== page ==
This, in effect, would leave about nineteen districts and municipal assemblies without members of parliament within the period, he observed.
On the nomination of presidential candidates, he said, “some political parties had some challenges and they could not file their nominations. Their nominations were rejected in accordance with the law. I hope what happened last week will be a lesson to all registered political parties for the future.”
Among other things, the EC Deputy Chairman urged political parties to avoid the use of abusive language on their opponents, hiring of thugs to intimidate their opponents and causing violence on E-Day.
Also, he told political parties not to provoke their opponents by holding their campaign rally close to their opponents’ office, and discourage their supporters from carrying arms to political rallies.
He ended by saying that ensuring a free and fair election is a collective responsibility and should not be left only for the EC.
On his part, the Director of Operations of the GPS, DCOP Patrick Timbilla said the National Elections Security Task Force (NESTF), comprising the various security agencies was preparing adequately to handle its task effectively.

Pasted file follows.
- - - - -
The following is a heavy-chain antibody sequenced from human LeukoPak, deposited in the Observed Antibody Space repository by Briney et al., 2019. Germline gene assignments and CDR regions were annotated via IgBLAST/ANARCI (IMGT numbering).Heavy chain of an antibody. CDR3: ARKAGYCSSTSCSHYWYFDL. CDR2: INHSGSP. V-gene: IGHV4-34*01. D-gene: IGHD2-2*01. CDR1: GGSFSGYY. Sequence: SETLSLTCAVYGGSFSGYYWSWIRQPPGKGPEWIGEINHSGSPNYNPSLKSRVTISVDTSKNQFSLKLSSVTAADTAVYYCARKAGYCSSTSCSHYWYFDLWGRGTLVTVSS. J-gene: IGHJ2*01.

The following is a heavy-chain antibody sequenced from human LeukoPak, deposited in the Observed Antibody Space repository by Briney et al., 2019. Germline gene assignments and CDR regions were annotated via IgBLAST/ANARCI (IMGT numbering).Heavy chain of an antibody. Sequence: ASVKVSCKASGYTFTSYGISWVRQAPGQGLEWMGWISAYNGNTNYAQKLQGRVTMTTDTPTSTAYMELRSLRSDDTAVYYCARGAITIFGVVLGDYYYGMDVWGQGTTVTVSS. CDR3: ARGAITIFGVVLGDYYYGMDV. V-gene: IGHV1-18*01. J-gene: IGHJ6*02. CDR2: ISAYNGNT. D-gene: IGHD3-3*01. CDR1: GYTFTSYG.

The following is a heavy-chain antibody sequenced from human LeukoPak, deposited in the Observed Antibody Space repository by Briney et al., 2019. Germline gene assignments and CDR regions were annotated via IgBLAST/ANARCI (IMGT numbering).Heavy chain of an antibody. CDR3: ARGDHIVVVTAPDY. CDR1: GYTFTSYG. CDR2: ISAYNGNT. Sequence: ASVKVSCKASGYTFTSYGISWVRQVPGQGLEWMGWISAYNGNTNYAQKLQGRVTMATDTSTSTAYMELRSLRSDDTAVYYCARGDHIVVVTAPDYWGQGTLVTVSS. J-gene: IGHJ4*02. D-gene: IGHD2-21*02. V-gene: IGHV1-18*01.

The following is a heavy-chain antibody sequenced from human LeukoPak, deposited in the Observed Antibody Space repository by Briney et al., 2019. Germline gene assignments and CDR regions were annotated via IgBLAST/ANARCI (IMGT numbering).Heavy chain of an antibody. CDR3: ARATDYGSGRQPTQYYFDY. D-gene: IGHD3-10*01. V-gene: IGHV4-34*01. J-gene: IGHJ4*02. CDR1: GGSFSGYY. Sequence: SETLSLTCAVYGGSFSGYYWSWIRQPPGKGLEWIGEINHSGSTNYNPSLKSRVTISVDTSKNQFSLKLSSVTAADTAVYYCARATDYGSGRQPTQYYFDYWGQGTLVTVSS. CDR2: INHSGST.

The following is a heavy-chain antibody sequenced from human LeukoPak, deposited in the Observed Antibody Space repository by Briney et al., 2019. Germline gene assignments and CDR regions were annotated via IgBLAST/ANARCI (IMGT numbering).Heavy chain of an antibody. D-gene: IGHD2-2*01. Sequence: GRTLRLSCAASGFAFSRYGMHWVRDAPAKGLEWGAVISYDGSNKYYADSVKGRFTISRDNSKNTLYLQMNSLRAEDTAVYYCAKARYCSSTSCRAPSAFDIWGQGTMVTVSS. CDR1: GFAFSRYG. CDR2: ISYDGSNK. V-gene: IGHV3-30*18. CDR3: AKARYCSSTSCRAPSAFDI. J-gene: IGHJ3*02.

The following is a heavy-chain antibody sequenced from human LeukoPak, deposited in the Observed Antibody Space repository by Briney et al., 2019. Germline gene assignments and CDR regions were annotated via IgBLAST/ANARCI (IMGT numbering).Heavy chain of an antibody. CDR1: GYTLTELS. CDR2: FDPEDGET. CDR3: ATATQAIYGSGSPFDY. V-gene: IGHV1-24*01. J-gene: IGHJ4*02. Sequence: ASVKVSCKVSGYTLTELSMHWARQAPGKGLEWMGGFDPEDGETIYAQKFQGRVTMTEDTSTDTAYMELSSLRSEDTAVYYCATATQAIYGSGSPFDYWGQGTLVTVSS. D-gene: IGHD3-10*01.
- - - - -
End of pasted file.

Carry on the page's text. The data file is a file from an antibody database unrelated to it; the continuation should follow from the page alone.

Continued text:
He said the task force would be replicated in all the regions and districts to ensure peace before, during and after the December 2012 elections.
According to him, training was ongoing to build the capacities of personnel of all the law enforcement agencies across the country, to ensure that life goes on normally on the E-day.
He said the police would work day and night to enhance peace and security during the entire process, and particularly carry out patrols on armed robbery activities, emphasizing that “everything that needs security will be taken care of.”
On the issue of flash points, he indicated that the police would identify them and work in collaboration with the military serving as a back-up team to ensure security and peace in those areas.
Participants at the colloquium included the NESTF, EC, National Peace Council, Political Parties, Civil Society Organizations, National House of Chiefs, National Security Council Secretariat, National Media Commission, Ghana Journalists Association and the National Commission for Civic Education.